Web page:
Monitor Me! PLEASE!

Ok… the title is a little misleading….

I’m primarily writing about how to make a custom application “Monitor Ready.”  A lot of discussions are spent on how to monitor this or that. It’s probably a good time to share with developers some simple ways to make a custom application ready to be monitored. If you are not a developer but a SCOM admin (most likely), forward this link to your developers.

SCOM monitoring is only (as SCOM admins readily know) as good as the management pack that is created to monitor the application. The management pack is only as good as the application allows it to be.
This blog is an  overview of how to write a “Monitor Ready” application. I’m sure true day to day programmers know the best way to implement my recommendations, but I’m just covering the basics.

Management Packs, Monitors, and Rules

A management pack is a collection of Rules and Monitors. There are other components in management packs but these are the two key objects of interest.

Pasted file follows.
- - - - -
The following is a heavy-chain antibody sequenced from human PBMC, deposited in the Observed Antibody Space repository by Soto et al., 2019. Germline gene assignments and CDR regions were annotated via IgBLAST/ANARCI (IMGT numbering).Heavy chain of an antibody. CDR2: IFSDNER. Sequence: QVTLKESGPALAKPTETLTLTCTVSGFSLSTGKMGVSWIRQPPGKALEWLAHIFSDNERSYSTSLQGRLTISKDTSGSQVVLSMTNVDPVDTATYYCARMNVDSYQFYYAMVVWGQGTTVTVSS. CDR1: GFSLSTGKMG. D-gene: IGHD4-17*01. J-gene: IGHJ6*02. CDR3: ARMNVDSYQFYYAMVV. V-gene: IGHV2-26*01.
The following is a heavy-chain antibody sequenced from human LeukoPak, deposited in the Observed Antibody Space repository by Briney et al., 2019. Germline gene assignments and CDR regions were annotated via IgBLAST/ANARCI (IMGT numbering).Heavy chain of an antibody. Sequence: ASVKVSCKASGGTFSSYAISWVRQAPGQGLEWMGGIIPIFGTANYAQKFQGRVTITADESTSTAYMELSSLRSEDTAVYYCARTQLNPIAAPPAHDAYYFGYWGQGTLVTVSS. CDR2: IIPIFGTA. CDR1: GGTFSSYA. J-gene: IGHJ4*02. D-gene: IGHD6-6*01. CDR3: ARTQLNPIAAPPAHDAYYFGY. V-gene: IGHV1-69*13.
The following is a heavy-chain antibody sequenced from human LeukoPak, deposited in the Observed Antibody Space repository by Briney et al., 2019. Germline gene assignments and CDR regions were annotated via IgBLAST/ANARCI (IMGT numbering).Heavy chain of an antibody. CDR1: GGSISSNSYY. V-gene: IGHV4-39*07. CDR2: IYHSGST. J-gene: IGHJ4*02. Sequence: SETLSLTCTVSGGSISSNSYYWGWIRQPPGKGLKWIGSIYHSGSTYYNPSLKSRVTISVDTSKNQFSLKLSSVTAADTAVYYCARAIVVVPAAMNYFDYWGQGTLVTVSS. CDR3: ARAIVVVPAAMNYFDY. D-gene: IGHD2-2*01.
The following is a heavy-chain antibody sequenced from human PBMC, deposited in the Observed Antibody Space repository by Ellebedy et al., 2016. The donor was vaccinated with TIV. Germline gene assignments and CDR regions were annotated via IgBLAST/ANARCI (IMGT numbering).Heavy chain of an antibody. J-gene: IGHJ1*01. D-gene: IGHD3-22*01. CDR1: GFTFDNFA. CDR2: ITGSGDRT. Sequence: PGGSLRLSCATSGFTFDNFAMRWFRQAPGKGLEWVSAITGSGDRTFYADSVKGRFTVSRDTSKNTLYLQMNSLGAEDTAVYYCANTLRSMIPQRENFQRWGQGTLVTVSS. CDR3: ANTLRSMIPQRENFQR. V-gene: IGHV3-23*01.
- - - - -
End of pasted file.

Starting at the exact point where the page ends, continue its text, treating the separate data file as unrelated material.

A RULE is a single instruction how to identify a certain condition. This condition can be:

1) An event showing up in an event log
2) A performance counter which exceeds a threshold
3) A script which tests for a condition
4) A WMI query result

A MONITOR is “state based” set of instructions to determine the health of a single condition.

There are 2 state (Healthy, Critical) and 3 state (Healthy, Warning, Critical) monitors in which the conditions for each state are established. For example, a logical disk has a Healthy State (plenty of space free), a Warning State (we are getting low but no imminent danger) and a Critical State (We are either in down situation or coming close). The conditions for Monitors can be:

1) An event showing up in an event log
2) A performance counter which exceeds a threshold
3) A script which tests for a condition
4) A WMI query result

When writing code, here are some common lines of code for error checking:

Do something here
Catch ex As Exception
Ut Oh… it didn’t work
End try